"The thermal conductivity of solids has been attributed to a combined effect of the quantized vibration of the lattice points, called phonons, and the flow of valence electrons. In nonconductors the thermal conductivity is due almost entirely to phonons, as was shown by Debye, whereas in metals the conductivity is due mostly to the flow of valence electrons. After Debye, Peierls calculated the lattice conductivity at elevated temperatures using quantum mechanics and demonstrated that it is proportional to 1/T. There are not enough data available to substantiate any theory but what data there are seem to indicate a mixed conductivity with temperature dependence between 1/T and 1/T[superscript 3/2].
Thus it is the purpose of this experiment to extend the data on insulating single ionic crystals from room temperature up to about 1000 degrees centigrade, or near the melting point of the material. The present experimenter was concerned mostly with putting the apparatus into a better operating condition by eliminating small deficiencies in the apparatus as it was left by Weisbrod, obtaining some data, and comparing it with values obtained by previous experimenters.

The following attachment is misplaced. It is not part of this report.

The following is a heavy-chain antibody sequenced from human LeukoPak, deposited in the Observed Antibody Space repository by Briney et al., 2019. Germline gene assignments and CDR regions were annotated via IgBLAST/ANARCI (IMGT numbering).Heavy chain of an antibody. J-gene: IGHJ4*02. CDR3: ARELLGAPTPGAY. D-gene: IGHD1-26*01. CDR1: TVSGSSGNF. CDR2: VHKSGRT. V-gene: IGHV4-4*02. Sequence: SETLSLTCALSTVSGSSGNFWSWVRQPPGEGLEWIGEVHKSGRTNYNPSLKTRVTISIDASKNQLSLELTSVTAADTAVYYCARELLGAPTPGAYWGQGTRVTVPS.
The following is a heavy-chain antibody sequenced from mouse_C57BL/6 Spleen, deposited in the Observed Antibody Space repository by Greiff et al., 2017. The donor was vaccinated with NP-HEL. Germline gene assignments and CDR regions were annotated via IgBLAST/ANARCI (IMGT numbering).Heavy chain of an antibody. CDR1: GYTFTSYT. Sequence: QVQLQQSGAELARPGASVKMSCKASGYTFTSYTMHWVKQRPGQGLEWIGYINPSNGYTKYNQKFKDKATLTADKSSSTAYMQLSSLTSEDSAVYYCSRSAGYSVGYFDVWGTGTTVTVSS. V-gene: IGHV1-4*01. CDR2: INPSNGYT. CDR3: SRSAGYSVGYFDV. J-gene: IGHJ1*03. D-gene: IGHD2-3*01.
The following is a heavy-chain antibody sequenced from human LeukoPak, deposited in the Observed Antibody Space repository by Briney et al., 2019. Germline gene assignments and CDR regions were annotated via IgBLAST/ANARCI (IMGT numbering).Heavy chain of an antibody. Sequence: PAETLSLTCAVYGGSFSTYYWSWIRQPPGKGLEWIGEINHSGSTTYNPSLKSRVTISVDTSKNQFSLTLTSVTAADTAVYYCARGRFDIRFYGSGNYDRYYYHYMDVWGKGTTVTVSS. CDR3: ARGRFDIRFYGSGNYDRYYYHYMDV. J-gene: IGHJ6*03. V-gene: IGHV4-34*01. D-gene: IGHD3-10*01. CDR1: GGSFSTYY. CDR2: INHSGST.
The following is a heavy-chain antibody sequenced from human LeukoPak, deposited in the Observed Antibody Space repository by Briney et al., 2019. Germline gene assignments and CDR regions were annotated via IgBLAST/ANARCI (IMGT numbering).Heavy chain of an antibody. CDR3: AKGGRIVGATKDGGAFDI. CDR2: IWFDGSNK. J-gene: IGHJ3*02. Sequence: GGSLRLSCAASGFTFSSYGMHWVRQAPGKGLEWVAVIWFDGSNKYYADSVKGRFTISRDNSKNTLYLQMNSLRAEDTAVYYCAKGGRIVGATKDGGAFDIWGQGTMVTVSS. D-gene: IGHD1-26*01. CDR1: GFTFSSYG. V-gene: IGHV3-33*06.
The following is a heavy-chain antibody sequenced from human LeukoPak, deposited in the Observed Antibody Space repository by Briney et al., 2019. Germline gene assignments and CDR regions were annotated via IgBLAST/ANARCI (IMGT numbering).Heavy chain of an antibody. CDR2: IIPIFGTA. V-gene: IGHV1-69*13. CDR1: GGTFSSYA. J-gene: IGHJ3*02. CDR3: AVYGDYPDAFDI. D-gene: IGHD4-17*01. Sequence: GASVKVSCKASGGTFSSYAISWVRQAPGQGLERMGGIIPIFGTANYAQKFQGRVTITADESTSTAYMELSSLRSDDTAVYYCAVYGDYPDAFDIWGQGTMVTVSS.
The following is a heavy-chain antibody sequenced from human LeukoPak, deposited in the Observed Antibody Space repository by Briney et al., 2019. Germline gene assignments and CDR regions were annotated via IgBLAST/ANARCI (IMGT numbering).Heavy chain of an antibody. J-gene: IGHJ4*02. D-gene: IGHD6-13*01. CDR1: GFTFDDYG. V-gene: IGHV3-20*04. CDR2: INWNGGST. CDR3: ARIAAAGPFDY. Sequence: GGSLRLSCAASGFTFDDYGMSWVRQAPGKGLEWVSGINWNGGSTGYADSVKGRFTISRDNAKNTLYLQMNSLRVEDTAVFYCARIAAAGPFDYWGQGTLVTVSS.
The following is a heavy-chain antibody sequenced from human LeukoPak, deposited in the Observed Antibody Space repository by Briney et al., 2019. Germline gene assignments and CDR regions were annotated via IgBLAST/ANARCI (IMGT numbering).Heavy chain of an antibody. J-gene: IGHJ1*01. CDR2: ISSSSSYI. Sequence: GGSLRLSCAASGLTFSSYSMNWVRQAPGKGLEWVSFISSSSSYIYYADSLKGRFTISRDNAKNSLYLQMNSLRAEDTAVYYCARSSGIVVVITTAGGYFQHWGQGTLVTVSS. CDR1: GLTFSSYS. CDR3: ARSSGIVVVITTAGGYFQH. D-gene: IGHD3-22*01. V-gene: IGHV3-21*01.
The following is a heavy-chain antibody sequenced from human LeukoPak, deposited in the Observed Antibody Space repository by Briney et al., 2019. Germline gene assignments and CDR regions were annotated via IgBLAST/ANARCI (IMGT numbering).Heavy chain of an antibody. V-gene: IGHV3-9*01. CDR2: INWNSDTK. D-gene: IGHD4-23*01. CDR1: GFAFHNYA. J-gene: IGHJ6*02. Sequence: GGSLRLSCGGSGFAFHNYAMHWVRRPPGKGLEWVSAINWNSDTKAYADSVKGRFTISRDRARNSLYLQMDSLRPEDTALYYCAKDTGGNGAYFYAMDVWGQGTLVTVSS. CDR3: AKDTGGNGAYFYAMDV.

The experiment utilizes an absolute steady state method of measurement. This method was chosen because dynamic methods require elaborate equipment and it appears to be more difficult to eliminate or account for all errors as was the case with Clarke and Kingston and Beatty.
The information required for calculating the conductivity of the material was obtained by passing a known amount of heat across a specimen of known size and temperature"--Introduction, pages 1-2.
Bessey, William H.
M.S. in Physics
Missouri School of Mines and Metallurgy
v, 33 pages
© 1955 Howard Martin Brown, All rights reserved.
Thesis - Open Access
Library of Congress Subject Headings
Salt -- Thermal conductivity
Salt -- Effect of high temperatures on
Print OCLC #
Electronic OCLC #
Link to Catalog Record
Brown, Howard Martin, "The thermal conductivity of sodium chloride at elevated temperatures" (1955). Masters Theses. 2591.